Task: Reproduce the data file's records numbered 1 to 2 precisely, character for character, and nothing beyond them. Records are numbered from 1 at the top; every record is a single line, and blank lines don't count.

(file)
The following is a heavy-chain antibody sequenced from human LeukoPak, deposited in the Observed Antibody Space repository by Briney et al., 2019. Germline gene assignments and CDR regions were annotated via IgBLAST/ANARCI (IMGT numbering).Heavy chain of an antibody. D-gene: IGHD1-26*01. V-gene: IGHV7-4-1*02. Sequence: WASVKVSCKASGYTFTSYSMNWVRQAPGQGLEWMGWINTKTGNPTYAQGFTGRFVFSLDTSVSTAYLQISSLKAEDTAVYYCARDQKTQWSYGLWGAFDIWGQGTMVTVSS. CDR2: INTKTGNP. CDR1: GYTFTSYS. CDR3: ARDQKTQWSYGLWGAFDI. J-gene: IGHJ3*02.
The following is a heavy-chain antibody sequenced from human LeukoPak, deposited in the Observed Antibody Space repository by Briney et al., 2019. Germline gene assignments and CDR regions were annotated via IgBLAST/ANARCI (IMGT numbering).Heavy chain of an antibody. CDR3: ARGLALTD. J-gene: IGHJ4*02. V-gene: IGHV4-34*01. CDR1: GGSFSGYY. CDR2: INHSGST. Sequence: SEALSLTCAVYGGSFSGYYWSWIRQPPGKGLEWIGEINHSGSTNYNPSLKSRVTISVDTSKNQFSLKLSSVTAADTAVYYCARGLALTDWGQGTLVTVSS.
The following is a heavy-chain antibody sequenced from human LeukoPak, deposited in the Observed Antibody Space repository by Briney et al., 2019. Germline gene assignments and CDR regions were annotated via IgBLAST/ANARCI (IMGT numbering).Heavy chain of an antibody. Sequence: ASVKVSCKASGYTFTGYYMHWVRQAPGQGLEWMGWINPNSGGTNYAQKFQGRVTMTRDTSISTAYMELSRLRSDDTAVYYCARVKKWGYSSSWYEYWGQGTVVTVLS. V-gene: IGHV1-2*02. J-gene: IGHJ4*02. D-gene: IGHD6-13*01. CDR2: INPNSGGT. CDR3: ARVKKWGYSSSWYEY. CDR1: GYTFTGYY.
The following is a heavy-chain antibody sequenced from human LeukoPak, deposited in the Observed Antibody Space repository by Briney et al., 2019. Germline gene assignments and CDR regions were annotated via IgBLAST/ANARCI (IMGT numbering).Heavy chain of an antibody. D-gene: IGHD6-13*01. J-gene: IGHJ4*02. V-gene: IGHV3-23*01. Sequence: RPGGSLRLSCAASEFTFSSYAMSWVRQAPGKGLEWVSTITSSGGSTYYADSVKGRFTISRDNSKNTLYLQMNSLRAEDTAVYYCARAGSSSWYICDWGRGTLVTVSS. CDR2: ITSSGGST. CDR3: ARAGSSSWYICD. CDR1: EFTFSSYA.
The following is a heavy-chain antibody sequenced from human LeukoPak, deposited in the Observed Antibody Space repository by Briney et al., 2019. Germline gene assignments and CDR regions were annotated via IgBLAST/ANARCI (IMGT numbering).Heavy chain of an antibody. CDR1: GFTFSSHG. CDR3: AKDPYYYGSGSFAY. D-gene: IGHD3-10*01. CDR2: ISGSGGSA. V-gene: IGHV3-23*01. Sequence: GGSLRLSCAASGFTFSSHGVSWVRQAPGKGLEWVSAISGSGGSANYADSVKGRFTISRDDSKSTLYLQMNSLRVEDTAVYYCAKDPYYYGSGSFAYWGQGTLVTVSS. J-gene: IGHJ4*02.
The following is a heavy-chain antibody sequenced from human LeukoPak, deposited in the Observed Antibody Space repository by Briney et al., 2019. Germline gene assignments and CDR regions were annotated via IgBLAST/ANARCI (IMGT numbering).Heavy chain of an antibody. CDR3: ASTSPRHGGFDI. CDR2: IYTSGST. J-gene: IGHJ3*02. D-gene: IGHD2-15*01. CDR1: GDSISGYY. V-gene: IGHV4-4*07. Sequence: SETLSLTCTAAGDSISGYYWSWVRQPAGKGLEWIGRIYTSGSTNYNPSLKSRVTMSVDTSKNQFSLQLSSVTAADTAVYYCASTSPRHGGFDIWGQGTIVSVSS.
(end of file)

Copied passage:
The following is a heavy-chain antibody sequenced from human LeukoPak, deposited in the Observed Antibody Space repository by Briney et al., 2019. Germline gene assignments and CDR regions were annotated via IgBLAST/ANARCI (IMGT numbering).Heavy chain of an antibody. D-gene: IGHD1-26*01. V-gene: IGHV7-4-1*02. Sequence: WASVKVSCKASGYTFTSYSMNWVRQAPGQGLEWMGWINTKTGNPTYAQGFTGRFVFSLDTSVSTAYLQISSLKAEDTAVYYCARDQKTQWSYGLWGAFDIWGQGTMVTVSS. CDR2: INTKTGNP. CDR1: GYTFTSYS. CDR3: ARDQKTQWSYGLWGAFDI. J-gene: IGHJ3*02.
The following is a heavy-chain antibody sequenced from human LeukoPak, deposited in the Observed Antibody Space repository by Briney et al., 2019. Germline gene assignments and CDR regions were annotated via IgBLAST/ANARCI (IMGT numbering).Heavy chain of an antibody. CDR3: ARGLALTD. J-gene: IGHJ4*02. V-gene: IGHV4-34*01. CDR1: GGSFSGYY. CDR2: INHSGST. Sequence: SEALSLTCAVYGGSFSGYYWSWIRQPPGKGLEWIGEINHSGSTNYNPSLKSRVTISVDTSKNQFSLKLSSVTAADTAVYYCARGLALTDWGQGTLVTVSS.